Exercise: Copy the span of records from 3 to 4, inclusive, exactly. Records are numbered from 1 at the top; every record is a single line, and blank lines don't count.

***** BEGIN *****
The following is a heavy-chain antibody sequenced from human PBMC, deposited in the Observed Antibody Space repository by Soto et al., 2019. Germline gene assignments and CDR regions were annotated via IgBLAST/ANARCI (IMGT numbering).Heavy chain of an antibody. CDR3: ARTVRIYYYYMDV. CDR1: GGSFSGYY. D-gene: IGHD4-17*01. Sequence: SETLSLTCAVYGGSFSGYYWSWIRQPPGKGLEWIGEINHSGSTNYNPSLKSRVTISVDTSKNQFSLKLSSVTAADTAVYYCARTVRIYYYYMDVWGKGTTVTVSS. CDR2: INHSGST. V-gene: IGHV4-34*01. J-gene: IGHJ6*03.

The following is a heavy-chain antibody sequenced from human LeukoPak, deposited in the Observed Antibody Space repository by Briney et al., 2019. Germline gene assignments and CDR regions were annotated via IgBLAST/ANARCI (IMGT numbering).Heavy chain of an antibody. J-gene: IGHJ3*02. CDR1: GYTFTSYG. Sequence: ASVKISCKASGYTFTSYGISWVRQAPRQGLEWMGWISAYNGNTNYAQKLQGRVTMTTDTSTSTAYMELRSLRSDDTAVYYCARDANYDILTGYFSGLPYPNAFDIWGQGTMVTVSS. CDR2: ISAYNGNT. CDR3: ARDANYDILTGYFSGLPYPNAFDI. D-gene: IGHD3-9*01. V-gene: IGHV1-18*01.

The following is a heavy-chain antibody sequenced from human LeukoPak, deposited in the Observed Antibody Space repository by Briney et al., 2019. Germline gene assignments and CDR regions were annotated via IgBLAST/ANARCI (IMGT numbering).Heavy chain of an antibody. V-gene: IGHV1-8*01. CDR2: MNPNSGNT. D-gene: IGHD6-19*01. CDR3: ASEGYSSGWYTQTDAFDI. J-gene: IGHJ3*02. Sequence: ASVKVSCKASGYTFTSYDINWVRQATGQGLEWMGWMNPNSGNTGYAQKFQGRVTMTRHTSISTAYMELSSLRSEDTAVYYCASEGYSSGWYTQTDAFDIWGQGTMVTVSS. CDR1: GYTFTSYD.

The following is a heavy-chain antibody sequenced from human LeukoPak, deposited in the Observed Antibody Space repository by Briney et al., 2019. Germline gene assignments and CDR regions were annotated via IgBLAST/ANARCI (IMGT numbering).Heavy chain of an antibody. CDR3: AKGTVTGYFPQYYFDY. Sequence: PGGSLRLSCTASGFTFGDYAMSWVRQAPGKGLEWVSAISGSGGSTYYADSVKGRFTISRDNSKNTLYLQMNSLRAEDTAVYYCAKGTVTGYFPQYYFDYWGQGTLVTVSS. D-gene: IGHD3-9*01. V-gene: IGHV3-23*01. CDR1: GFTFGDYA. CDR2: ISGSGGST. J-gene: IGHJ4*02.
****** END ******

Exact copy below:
The following is a heavy-chain antibody sequenced from human LeukoPak, deposited in the Observed Antibody Space repository by Briney et al., 2019. Germline gene assignments and CDR regions were annotated via IgBLAST/ANARCI (IMGT numbering).Heavy chain of an antibody. V-gene: IGHV1-8*01. CDR2: MNPNSGNT. D-gene: IGHD6-19*01. CDR3: ASEGYSSGWYTQTDAFDI. J-gene: IGHJ3*02. Sequence: ASVKVSCKASGYTFTSYDINWVRQATGQGLEWMGWMNPNSGNTGYAQKFQGRVTMTRHTSISTAYMELSSLRSEDTAVYYCASEGYSSGWYTQTDAFDIWGQGTMVTVSS. CDR1: GYTFTSYD.

The following is a heavy-chain antibody sequenced from human LeukoPak, deposited in the Observed Antibody Space repository by Briney et al., 2019. Germline gene assignments and CDR regions were annotated via IgBLAST/ANARCI (IMGT numbering).Heavy chain of an antibody. CDR3: AKGTVTGYFPQYYFDY. Sequence: PGGSLRLSCTASGFTFGDYAMSWVRQAPGKGLEWVSAISGSGGSTYYADSVKGRFTISRDNSKNTLYLQMNSLRAEDTAVYYCAKGTVTGYFPQYYFDYWGQGTLVTVSS. D-gene: IGHD3-9*01. V-gene: IGHV3-23*01. CDR1: GFTFGDYA. CDR2: ISGSGGST. J-gene: IGHJ4*02.